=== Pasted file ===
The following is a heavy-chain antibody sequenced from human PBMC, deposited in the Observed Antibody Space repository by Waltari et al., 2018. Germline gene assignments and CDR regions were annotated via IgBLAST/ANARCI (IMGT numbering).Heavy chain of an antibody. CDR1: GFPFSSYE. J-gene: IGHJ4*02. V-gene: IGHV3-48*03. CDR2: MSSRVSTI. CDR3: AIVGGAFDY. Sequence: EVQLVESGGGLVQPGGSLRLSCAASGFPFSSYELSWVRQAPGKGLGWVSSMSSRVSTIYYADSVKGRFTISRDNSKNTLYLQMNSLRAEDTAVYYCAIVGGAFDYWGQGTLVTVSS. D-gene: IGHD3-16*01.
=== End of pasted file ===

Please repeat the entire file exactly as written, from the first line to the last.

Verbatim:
The following is a heavy-chain antibody sequenced from human PBMC, deposited in the Observed Antibody Space repository by Waltari et al., 2018. Germline gene assignments and CDR regions were annotated via IgBLAST/ANARCI (IMGT numbering).Heavy chain of an antibody. CDR1: GFPFSSYE. J-gene: IGHJ4*02. V-gene: IGHV3-48*03. CDR2: MSSRVSTI. CDR3: AIVGGAFDY. Sequence: EVQLVESGGGLVQPGGSLRLSCAASGFPFSSYELSWVRQAPGKGLGWVSSMSSRVSTIYYADSVKGRFTISRDNSKNTLYLQMNSLRAEDTAVYYCAIVGGAFDYWGQGTLVTVSS. D-gene: IGHD3-16*01.